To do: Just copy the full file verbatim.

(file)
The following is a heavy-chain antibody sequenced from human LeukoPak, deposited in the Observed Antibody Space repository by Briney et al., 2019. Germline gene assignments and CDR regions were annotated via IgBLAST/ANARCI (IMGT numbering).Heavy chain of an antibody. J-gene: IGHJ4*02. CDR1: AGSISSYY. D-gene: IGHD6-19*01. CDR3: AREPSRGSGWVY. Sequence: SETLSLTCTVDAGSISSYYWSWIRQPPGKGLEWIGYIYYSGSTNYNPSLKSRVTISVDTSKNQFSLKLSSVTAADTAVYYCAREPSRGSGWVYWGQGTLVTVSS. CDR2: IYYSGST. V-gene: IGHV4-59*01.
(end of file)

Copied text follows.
The following is a heavy-chain antibody sequenced from human LeukoPak, deposited in the Observed Antibody Space repository by Briney et al., 2019. Germline gene assignments and CDR regions were annotated via IgBLAST/ANARCI (IMGT numbering).Heavy chain of an antibody. J-gene: IGHJ4*02. CDR1: AGSISSYY. D-gene: IGHD6-19*01. CDR3: AREPSRGSGWVY. Sequence: SETLSLTCTVDAGSISSYYWSWIRQPPGKGLEWIGYIYYSGSTNYNPSLKSRVTISVDTSKNQFSLKLSSVTAADTAVYYCAREPSRGSGWVYWGQGTLVTVSS. CDR2: IYYSGST. V-gene: IGHV4-59*01.